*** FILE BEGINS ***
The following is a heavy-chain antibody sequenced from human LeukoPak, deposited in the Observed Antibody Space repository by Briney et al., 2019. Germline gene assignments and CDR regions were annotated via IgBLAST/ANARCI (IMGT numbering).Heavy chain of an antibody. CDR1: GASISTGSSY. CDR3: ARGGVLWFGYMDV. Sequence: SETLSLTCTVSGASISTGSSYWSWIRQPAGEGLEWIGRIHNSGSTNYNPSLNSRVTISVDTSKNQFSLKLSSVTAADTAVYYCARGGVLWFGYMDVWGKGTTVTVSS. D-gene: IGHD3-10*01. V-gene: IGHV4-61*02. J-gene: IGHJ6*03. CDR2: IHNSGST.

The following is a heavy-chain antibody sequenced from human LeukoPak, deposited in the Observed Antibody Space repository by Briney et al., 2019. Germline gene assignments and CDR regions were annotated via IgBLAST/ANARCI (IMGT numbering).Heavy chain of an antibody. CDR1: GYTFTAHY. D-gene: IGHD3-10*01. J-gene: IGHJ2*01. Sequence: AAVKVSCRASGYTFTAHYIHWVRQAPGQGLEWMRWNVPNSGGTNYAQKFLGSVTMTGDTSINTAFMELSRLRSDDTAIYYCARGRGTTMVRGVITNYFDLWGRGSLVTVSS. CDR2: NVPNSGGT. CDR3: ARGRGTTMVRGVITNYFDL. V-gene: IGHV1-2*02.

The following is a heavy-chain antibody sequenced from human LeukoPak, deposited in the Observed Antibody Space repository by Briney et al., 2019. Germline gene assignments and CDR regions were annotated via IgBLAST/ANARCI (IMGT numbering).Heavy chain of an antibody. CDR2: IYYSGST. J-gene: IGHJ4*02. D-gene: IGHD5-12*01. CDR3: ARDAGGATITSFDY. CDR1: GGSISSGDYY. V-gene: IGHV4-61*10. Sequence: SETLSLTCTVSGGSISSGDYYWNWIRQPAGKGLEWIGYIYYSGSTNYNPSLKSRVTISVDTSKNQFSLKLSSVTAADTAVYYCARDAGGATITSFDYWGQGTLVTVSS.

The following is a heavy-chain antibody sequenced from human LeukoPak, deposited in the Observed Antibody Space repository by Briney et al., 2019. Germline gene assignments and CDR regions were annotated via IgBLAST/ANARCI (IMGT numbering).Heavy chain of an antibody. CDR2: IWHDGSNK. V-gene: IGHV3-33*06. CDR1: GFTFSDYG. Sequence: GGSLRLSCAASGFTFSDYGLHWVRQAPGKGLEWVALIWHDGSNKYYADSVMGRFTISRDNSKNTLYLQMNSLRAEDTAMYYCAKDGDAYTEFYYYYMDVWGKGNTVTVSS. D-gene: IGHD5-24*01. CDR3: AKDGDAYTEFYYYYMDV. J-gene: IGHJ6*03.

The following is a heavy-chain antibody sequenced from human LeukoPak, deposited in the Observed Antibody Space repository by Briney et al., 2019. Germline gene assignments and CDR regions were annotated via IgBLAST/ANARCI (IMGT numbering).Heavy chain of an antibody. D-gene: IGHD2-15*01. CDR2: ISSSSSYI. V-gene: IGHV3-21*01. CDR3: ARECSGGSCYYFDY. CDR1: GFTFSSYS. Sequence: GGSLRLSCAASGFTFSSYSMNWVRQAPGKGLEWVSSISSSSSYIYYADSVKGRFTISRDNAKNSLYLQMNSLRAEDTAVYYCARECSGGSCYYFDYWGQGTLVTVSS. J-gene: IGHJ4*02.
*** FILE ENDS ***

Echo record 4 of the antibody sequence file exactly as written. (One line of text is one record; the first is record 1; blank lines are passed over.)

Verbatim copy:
The following is a heavy-chain antibody sequenced from human LeukoPak, deposited in the Observed Antibody Space repository by Briney et al., 2019. Germline gene assignments and CDR regions were annotated via IgBLAST/ANARCI (IMGT numbering).Heavy chain of an antibody. CDR2: IWHDGSNK. V-gene: IGHV3-33*06. CDR1: GFTFSDYG. Sequence: GGSLRLSCAASGFTFSDYGLHWVRQAPGKGLEWVALIWHDGSNKYYADSVMGRFTISRDNSKNTLYLQMNSLRAEDTAMYYCAKDGDAYTEFYYYYMDVWGKGNTVTVSS. D-gene: IGHD5-24*01. CDR3: AKDGDAYTEFYYYYMDV. J-gene: IGHJ6*03.